The US economy throughout the 1990s was positive with an upward trend up to the end of the decade. The US economy was expanding at an average rate of 4.5% a year from 1996 -2000. US' GDP growth in 2000 was at 4.1%, which was very high for a developed country and when compared to other economies, e.g. Japan's 1.5% and the European Union's 3.5% GDP growth in 2000.
The economy was booming during this period, and the growth of the economy led the United States to nine years of consecutive expansion in 2000, which was the longest ever in its history.
However, the US economy suffered a slowdown in 2001 as the GDP fell to -0.4% in the third quarter of 2001. This downturn occurred within the course of a year and led to this weakest performance since the first quarter of 1991 when the economy shrank 2.0% at the end of the last recession.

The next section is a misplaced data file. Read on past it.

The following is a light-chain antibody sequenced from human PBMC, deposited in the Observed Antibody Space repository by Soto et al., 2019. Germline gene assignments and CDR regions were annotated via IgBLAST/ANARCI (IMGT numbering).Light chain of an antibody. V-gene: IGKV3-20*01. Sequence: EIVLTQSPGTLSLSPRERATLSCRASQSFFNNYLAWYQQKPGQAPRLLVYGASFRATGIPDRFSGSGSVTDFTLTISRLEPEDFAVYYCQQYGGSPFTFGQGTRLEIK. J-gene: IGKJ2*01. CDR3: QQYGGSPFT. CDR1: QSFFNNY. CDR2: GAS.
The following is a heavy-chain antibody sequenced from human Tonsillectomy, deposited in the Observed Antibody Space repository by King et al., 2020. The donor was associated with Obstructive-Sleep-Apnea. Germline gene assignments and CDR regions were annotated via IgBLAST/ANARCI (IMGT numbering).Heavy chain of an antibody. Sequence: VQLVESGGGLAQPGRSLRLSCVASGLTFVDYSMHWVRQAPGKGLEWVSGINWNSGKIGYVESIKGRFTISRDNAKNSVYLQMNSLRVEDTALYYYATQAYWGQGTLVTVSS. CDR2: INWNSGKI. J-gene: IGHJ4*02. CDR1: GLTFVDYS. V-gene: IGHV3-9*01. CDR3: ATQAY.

This slowdown of the US economy in 2001 was due to several factors, primarily being the weaknesses in the manufacturing and IT sectors. The NASDAQ composite which was comprised of technology-related companies in 2000 suffered what came to be called the dot com bubble burst. On March 10, 2000, the NASDAQ composite reached a record 5048.62, which was more than double the value only a year earlier. The burst of the bubble occurred possibly due to Microsoft being declared a monopoly in the US after they lost the high profile antitrust case. The build up to this dot com bubble was due to high interests in the introduction of the internet which caused a boom in this technologically related market in the mid 90s. The stock prices soared as companies were being highly over valued until the bubble burst. This dot com bubble in 2000 was one of the initial and important contributor to the...